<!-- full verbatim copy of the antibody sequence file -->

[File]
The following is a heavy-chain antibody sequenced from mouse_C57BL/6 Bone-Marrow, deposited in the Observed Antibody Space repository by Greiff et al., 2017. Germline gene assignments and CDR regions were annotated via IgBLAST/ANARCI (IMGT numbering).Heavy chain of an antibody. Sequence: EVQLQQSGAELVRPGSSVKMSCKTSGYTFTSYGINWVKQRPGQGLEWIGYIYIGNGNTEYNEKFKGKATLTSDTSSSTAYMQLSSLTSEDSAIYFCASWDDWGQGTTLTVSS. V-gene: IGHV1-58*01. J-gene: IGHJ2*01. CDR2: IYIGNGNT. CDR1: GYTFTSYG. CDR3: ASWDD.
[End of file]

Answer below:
The following is a heavy-chain antibody sequenced from mouse_C57BL/6 Bone-Marrow, deposited in the Observed Antibody Space repository by Greiff et al., 2017. Germline gene assignments and CDR regions were annotated via IgBLAST/ANARCI (IMGT numbering).Heavy chain of an antibody. Sequence: EVQLQQSGAELVRPGSSVKMSCKTSGYTFTSYGINWVKQRPGQGLEWIGYIYIGNGNTEYNEKFKGKATLTSDTSSSTAYMQLSSLTSEDSAIYFCASWDDWGQGTTLTVSS. V-gene: IGHV1-58*01. J-gene: IGHJ2*01. CDR2: IYIGNGNT. CDR1: GYTFTSYG. CDR3: ASWDD.